This. Anyone who doesn't think the existing connections are acceptable must not have a broad experience with other cities' airport connections. Are there cities with better connections? Of course. But there is a long list of important cities with either no connections to speak of, or really awkward ones that seem like they were a waste of money for what they actually provide.

In my opinion, a stand-alone airport express from the Loop to O'Hare would be a waste of money. An Express that was built as a piggy-back on HSR to cities North of Chicago, or as a terminal for HSR from cities to the South would be cool, but investing to keep the Blue Line runs at about 40 minutes is cheaper and benefits everyone on or visiting the Northwest side and not just business travelers. The RER connection in Paris is pretty good, and it only saves about 5 minutes compared to the time a fully healthy Blue Line run does, and since the Blue Line runs more frequently the effective average time is about the same.

For the cost of an airport express you could put a nice down payment on a Clinton subway or a downtown circulator that far more people would use.
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  #13719  
Old Posted Sep 9, 2017, 10:08 PM
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The el is pretty much a joke as airport access if we're trying to be a global city. Yesterday (Friday) on the radio news, in the span of 6 hours there were 4 separate announcements of stoppages on el lines. At night, there was a very publicized shooting on the train at Ashland/Lake which halted the Green Line. Earlier, the Red Line was stopped around Howard because of a sick passenger. Before that, there was an announcement about police activity on the Green Line. And late in the afternoon there was news of residual delays after problems on the Blue Line.

Crime (as well as panhandling and general dirtiness) and random stoppages of completely unforeseeable duration are not compatible with being a real airport link.

dropdeaded209's comments aren't terribly helpful in planning airport access. First, simply saying much of Europe is lousy and therefore Chicago has nothing to worry about is really celebrating mediocrity. Second, there nevertheless are excellent airport links in Europe, like Vienna's stellar new train, and the good ones dropdeaded209 listed, and then the Elizabeth Line / Crossrail is about to open to Heathrow. Third, Europe doesn't have the violent crime problem Chicago has, and because European cities already have a critical mass of non-poor riders going to the airport, there are more "eyes" everywhere and more safety. Meanwhile, in Chicago there is little reason to think crime will do anything but increase going forward (though one can hope). Fourth, we are in the midst of a process of planning a possible airport link, that means you don't compare to what Europe built in the 1970s or 1990s or 2010s; you have to project what society will need and expect in 2030 and 2040.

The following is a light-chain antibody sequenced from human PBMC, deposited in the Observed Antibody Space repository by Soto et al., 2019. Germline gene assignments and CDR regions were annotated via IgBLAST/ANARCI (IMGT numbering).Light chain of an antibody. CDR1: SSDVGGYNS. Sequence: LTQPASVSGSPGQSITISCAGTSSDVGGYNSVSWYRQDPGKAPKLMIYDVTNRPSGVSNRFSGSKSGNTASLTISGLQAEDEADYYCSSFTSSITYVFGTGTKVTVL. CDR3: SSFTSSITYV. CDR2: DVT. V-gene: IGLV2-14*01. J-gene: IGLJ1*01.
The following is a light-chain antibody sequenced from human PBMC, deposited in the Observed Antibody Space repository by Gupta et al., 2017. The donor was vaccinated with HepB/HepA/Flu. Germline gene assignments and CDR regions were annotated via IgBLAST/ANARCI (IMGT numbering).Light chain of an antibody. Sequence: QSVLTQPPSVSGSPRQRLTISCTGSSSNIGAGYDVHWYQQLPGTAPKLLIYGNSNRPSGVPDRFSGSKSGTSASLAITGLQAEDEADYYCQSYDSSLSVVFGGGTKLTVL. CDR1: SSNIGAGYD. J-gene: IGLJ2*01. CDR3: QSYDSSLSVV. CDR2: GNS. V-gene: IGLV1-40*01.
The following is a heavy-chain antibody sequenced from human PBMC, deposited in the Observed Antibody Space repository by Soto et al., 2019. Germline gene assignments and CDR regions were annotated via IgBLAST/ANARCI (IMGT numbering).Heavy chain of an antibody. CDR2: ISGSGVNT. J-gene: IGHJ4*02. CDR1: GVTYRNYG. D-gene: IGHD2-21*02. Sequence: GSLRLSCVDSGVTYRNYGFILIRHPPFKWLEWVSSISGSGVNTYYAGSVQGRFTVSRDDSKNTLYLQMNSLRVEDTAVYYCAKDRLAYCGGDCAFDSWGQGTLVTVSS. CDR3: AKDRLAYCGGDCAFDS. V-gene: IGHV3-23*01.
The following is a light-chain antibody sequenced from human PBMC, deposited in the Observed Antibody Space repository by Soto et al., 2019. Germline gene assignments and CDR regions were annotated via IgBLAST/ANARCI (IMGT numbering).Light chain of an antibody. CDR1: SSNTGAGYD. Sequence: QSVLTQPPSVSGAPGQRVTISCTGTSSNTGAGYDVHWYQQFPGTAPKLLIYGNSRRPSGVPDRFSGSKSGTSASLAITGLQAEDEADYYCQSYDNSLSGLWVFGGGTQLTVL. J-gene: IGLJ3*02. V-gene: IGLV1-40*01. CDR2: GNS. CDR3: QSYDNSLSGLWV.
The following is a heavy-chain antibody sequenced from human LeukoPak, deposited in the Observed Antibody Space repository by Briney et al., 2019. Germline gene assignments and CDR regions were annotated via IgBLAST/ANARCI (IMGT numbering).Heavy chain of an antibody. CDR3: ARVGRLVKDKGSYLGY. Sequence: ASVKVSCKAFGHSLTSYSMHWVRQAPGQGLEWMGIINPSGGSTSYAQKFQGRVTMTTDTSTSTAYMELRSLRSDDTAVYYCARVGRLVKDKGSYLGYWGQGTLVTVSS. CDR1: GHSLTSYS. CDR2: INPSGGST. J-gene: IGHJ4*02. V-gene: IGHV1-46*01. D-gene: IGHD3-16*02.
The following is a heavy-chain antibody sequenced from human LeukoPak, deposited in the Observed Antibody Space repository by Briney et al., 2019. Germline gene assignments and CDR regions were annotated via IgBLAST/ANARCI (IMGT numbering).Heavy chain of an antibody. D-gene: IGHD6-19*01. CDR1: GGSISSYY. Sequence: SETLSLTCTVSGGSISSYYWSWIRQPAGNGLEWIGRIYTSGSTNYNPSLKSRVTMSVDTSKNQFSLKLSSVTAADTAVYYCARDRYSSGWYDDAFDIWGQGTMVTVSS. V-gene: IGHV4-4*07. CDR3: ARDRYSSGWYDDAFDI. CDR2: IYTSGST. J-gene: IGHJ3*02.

Finally, why even look at Europe; Asia is light years ahead on airport trains, and those should be the guideposts.

I'm not in a position to offer an instant financial justification for an airport link over other downtown rail projects; it's quite true those would benefit more riders. But the Kennedy is turning into gridlock, which will throttle the whole point of the airport, as well as choke much other activity. Moreover, a highly reliable airport link can easily help lure more jobs, and countless other activity, to the city. It even has that aspect of a Millennium Park or a museum expansion where a seemingly zero ROI on public investment will end up producing great dividends.
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  #13720  
Old Posted Sep 10, 2017, 6:35 AM
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Originally Posted by denizen467 View Post
dropdeaded209's comments aren't terribly helpful in planning airport access. First, simply saying much of Europe is lousy and therefore Chicago has nothing to worry about is really celebrating mediocrity.
you'll notice (or maybe you didn't) that I didn't say there wasn't room for improvement... also i don't think you can really blame the CTA for stopping when a passenger is sick...

i'm certainly in agreement that we can do better but i thought it was worth pointing out we're not exactly starting from zero... on that note the smell upon entering the O'Hare station is another, albeit perhaps more minor, issue....